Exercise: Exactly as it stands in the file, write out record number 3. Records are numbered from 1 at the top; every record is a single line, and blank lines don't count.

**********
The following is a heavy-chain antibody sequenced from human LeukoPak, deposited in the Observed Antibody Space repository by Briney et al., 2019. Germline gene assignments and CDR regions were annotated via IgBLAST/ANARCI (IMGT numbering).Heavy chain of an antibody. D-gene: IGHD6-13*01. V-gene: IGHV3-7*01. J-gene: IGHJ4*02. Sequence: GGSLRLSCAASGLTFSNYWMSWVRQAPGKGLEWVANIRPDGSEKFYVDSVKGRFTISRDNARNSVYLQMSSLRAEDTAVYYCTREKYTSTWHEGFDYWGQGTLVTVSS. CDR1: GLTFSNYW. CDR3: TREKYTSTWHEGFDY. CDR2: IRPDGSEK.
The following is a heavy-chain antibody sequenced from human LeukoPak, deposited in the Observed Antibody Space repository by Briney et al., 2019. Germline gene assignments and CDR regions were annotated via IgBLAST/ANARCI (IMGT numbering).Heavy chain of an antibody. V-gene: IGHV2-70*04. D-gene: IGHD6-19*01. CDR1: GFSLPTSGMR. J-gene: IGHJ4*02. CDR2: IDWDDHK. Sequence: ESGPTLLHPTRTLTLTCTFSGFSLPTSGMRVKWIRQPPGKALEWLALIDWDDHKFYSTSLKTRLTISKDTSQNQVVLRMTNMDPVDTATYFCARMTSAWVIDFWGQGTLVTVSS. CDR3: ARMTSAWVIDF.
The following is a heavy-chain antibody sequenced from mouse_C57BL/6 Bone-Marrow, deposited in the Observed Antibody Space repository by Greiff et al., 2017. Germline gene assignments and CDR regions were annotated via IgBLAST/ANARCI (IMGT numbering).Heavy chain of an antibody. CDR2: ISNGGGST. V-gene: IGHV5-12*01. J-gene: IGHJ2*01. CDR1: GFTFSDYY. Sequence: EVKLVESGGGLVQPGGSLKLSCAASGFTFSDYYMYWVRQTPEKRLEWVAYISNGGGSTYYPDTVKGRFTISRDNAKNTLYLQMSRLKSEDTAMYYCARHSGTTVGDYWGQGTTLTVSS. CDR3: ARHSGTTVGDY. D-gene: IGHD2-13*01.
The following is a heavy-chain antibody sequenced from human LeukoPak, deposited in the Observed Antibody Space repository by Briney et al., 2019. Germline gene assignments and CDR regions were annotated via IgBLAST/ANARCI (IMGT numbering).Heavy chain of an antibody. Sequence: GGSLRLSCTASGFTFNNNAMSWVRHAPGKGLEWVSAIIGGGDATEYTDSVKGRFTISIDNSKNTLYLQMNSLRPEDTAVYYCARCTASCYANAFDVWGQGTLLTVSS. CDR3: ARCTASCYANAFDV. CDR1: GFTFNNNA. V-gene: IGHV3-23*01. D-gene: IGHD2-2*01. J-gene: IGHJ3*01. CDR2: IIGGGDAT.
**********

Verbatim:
The following is a heavy-chain antibody sequenced from mouse_C57BL/6 Bone-Marrow, deposited in the Observed Antibody Space repository by Greiff et al., 2017. Germline gene assignments and CDR regions were annotated via IgBLAST/ANARCI (IMGT numbering).Heavy chain of an antibody. CDR2: ISNGGGST. V-gene: IGHV5-12*01. J-gene: IGHJ2*01. CDR1: GFTFSDYY. Sequence: EVKLVESGGGLVQPGGSLKLSCAASGFTFSDYYMYWVRQTPEKRLEWVAYISNGGGSTYYPDTVKGRFTISRDNAKNTLYLQMSRLKSEDTAMYYCARHSGTTVGDYWGQGTTLTVSS. CDR3: ARHSGTTVGDY. D-gene: IGHD2-13*01.